ANATOMICAL AND ELECTROPHYSIOLOGICAL STUDIES OF AN ANIMAL MODEL OF TEMPORAL LOBE EPILEPSY WITH CLASSIC HIPPOCAMPAL SCLEROSIS
PublisherThe University of Arizona.
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AbstractIn mesial temporal lobe epilepsy, seizures often arise from an atrophic hippocampus exhibiting a characteristic pattern of hippocampal neuron loss called "classic hippocampal sclerosis." No single injury has reproduced this extensive neuron loss experimentally, suggesting that hippocampal sclerosis may be an "endstage" pathology caused by an initial insult plus years of spontaneous seizures. We developed an experimental paradigm to test the alternate hypothesis that the extensive hippocampal pathology and limited extrahippocampal pathology typically seen in patients is caused by a single prolonged episode of hippocampal excitation insufficiently intense to cause convulsive status epilepticus (SE). Two daily 30 minute-long episodes of perforant pathway stimulation in awake Sprague-Dawley rats increased granule cell paired-pulse inhibition and truncated epileptiform discharges evoked during 8 hours of subsequent stimulation, thus avoiding the lethal SE that identical stimulation evoked in naive animals. Similarly, 8 hours of less intense stimulation in Long-Evans rats, which are relatively resistant to developing convulsive SE, produced hippocampal seizure discharges, but not convulsive SE. Both paradigms produced classic hippocampal sclerosis and limited extrahippocampal pathology without any clinical indication during stimulation that an injury was being inflicted. Spontaneous hippocampal-onset seizures began ~3 weeks post-injury, before the development of hippocampal atrophy, demonstrated by sequential magnetic resonance imaging. These results indicate that classic hippocampal sclerosis is produced immediately by a single episode of clinically "cryptic" temporal lobe excitation of a particular intensity and duration. Epileptogenic injuries may involve focal excitatory disturbances of hippocampal function that frequently go undetected at the time of initial injury.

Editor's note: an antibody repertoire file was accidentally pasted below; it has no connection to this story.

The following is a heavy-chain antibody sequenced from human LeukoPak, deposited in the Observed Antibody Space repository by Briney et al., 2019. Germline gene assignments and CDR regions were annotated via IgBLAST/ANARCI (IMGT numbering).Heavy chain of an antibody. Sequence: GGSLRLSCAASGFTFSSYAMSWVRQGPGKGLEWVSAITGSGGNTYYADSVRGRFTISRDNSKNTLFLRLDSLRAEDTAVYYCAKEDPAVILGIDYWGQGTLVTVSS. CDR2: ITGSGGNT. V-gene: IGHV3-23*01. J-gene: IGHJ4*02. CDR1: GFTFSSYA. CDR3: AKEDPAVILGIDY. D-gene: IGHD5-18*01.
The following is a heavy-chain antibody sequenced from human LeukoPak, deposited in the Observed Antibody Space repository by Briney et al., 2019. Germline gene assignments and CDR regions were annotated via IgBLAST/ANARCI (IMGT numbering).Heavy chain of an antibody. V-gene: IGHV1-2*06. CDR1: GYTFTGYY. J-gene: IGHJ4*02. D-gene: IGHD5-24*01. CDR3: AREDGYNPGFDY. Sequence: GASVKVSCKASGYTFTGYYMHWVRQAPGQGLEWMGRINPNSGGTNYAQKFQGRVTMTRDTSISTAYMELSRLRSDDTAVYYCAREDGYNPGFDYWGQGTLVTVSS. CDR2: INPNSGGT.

Degree ProgramMedical Pharmacology